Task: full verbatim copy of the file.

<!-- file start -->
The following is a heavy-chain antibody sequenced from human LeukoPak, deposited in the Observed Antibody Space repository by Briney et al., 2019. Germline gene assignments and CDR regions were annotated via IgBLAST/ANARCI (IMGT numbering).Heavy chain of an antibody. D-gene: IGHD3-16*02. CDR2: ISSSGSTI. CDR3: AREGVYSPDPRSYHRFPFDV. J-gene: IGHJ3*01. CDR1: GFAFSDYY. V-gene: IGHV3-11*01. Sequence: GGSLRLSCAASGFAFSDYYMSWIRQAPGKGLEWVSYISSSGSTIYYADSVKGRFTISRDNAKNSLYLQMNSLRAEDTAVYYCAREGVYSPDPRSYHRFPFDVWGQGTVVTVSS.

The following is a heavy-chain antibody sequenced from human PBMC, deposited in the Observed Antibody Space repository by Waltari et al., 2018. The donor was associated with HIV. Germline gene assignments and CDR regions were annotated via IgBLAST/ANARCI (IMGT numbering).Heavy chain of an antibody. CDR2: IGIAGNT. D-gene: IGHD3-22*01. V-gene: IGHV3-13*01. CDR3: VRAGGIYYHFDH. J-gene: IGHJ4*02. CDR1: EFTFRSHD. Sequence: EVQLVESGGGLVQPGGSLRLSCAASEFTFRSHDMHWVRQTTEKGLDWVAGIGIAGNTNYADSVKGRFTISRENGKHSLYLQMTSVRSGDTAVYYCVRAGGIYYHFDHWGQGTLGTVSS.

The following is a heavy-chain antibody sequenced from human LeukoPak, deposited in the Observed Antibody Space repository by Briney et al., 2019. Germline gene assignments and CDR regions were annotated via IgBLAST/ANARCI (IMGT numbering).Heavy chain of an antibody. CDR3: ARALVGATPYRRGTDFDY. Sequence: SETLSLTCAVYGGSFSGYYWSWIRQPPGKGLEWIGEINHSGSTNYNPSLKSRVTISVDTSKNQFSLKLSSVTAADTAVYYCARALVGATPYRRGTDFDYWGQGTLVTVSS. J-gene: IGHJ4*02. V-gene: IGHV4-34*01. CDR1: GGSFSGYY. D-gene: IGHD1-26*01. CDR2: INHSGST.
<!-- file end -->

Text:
The following is a heavy-chain antibody sequenced from human LeukoPak, deposited in the Observed Antibody Space repository by Briney et al., 2019. Germline gene assignments and CDR regions were annotated via IgBLAST/ANARCI (IMGT numbering).Heavy chain of an antibody. D-gene: IGHD3-16*02. CDR2: ISSSGSTI. CDR3: AREGVYSPDPRSYHRFPFDV. J-gene: IGHJ3*01. CDR1: GFAFSDYY. V-gene: IGHV3-11*01. Sequence: GGSLRLSCAASGFAFSDYYMSWIRQAPGKGLEWVSYISSSGSTIYYADSVKGRFTISRDNAKNSLYLQMNSLRAEDTAVYYCAREGVYSPDPRSYHRFPFDVWGQGTVVTVSS.

The following is a heavy-chain antibody sequenced from human PBMC, deposited in the Observed Antibody Space repository by Waltari et al., 2018. The donor was associated with HIV. Germline gene assignments and CDR regions were annotated via IgBLAST/ANARCI (IMGT numbering).Heavy chain of an antibody. CDR2: IGIAGNT. D-gene: IGHD3-22*01. V-gene: IGHV3-13*01. CDR3: VRAGGIYYHFDH. J-gene: IGHJ4*02. CDR1: EFTFRSHD. Sequence: EVQLVESGGGLVQPGGSLRLSCAASEFTFRSHDMHWVRQTTEKGLDWVAGIGIAGNTNYADSVKGRFTISRENGKHSLYLQMTSVRSGDTAVYYCVRAGGIYYHFDHWGQGTLGTVSS.

The following is a heavy-chain antibody sequenced from human LeukoPak, deposited in the Observed Antibody Space repository by Briney et al., 2019. Germline gene assignments and CDR regions were annotated via IgBLAST/ANARCI (IMGT numbering).Heavy chain of an antibody. CDR3: ARALVGATPYRRGTDFDY. Sequence: SETLSLTCAVYGGSFSGYYWSWIRQPPGKGLEWIGEINHSGSTNYNPSLKSRVTISVDTSKNQFSLKLSSVTAADTAVYYCARALVGATPYRRGTDFDYWGQGTLVTVSS. J-gene: IGHJ4*02. V-gene: IGHV4-34*01. CDR1: GGSFSGYY. D-gene: IGHD1-26*01. CDR2: INHSGST.